California brick

Garber Brick and Tile Company


In May 1923, Harvey Garber opened a new brickyard on the northwest corner of Hope Street (East Lincoln Avenue) and Tustin Avenue (North Tustin Street) about 1.5 miles east of Olive, Orange County, California, where the Brickyard Shopping Center is located today. When Garber discovered the brick clay at the site, he had it tested at the Raymond I. Osborn laboratories in Los Angeles, who reported that the clay was first class both as to strength and absorption. Garber's brickyard had 6 acres of land. In 1924, the Garber Brick and Tile Company was incorporated with a capital stock of $150,000, and Harvey Garber as president of the company.

The clay pit, on the west side of the plant, was mined by a drag scraper. The pit is 350 feet long and wide, and can be seen today as the deep pond next to the shopping center in Eisenhower Park. The plant contained a 30-h.p. boiler, an Ingersoll-Rand compressor, a Blake-type crusher, screens, and elevators. The clay was put through rolls and elevated to storage bins. A pug-mill was used to mix the clay with water in preparation for the brick press, which made brick using the soft-mud and stiff-mud processes. A Keystone No. 2 auger machine with one side-cut lubricating die, 8 5/8 inches long, 3 7/8 inch corners, and 3 5/8 inch center, was used for making stiff-mud wire-cut bricks. Bricks were conveyed by a cable conveyor to the drying racks. When bricks were properly dried, they were stacked in field kilns and fired using natural gas. The plant's daily brick output was 25,000. This plant employed 10 to 30 workers.

Common brick and hollow tile were manufactured here. In 1922, Garber filed a patent for his hollow tile block, which was awarded in 1926. This hollow tile with the addition and position of partitions improved the handling of the tile such that a worker can grasp the tile with one hand and mortar it in place with the other hand. The tile can also be easily split into halves or quarters with a single strike of the trowel along v-grooves on the sides of the block. However, from information provided by Josh Higgins, Garber manufactured a different type of hollow tile at this yard starting in 1924. This hollow tile was 8 1/2 x 5 3/4 inches (third dimension was not stated) with only two cores. Garber also manufactured hand-molded roofing tile, floor tile, roof dressing, and brick dust for molding sand. The tiles were fired in two down-draft kilns, with an output of 2,000 tile per day.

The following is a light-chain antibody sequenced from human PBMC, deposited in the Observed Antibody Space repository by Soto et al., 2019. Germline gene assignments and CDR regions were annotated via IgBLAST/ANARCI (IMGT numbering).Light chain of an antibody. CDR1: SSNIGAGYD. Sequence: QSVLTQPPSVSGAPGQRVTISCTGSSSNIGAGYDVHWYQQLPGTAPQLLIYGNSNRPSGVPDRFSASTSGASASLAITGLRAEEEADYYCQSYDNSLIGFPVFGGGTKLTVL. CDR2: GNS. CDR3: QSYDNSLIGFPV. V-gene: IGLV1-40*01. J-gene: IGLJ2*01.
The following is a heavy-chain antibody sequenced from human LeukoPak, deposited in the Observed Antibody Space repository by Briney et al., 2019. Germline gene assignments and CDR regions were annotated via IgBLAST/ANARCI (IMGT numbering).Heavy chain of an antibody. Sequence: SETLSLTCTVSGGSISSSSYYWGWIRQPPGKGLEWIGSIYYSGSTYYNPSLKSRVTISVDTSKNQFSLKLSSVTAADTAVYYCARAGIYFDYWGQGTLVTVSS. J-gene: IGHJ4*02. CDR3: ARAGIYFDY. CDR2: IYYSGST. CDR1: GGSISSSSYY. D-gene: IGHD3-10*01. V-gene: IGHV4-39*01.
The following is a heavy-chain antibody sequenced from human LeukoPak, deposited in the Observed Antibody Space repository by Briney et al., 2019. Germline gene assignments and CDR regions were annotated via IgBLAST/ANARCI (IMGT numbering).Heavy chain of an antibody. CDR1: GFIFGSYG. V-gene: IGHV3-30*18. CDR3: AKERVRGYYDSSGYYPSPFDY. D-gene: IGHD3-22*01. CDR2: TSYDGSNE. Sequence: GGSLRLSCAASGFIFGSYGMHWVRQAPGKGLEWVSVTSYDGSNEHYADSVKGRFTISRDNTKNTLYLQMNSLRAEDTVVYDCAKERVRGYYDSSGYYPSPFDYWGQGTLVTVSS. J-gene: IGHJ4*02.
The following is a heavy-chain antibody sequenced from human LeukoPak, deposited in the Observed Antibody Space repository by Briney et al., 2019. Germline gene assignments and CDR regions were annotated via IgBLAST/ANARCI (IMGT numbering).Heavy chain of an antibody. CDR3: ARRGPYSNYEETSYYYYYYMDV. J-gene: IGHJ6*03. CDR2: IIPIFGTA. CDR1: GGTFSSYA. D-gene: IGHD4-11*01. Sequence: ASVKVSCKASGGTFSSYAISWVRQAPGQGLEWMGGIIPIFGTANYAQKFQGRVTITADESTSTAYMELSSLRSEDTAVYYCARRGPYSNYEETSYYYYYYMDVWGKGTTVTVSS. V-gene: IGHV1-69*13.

Plan views of two Garber patent hollow tiles. From Garber, 1926.

Brick dust was made from finely crushed brick and is a diagnostic feature in Garber's brick. Brick dust is coating the smooth surfaces of the brick instead of the usual quartz sand found on most common bricks. Another diagnostic feature is the marked rectangular frog on the face of some of Garber's bricks, which may display in bold raised letters the name GARBER.

Most of Garber's products were used in the surrounding towns in Orange County. Garber bricks went to the Orange County Hall of Records at Santa Ana, the California Cordage factory at Orange, and in many other local buildings and homes. A fleet of trucks was used to ship bricks. Remnant bats found at the brickyard site provide the detailed description for the brick shown below. Ron Rose provided a picture of the marked face of the Garber brick. No wire-cut bricks by Garber are available to describe or show, as these are probably not marked and have not yet been recognized in the field.

Harvey Garber was born in Bliss, Emmett County, Michigan, in 1879. Having been raised on his parent's farm, at age 21, he was in Nampa, Idaho, working as a farm laborer. In 1909, he married Freda Kelley in St. Joseph County, Indiana, where he was working as a carpenter. Harvey and Freda had one daughter born in Indiana. In January 1914, the Garbers went to Orange, Orange County, California, where Harvey continued working in the construction business. In 1919, Garber acquired the former brickyard of William Sackman in Santa Ana and manufactured bricks for a few years. In 1922, he discovered brick clay at Olive and in the following year opened the brickyard discussed here. In 1923, he also opened the Oliver Lumber Company at Olive. In 1925, Garber sold his brickyard to Mission Clay Products, which produced mainly tile products. He returned to the contracting business as a carpenter. Harvey Garber died in 1934 at the age of 55 years.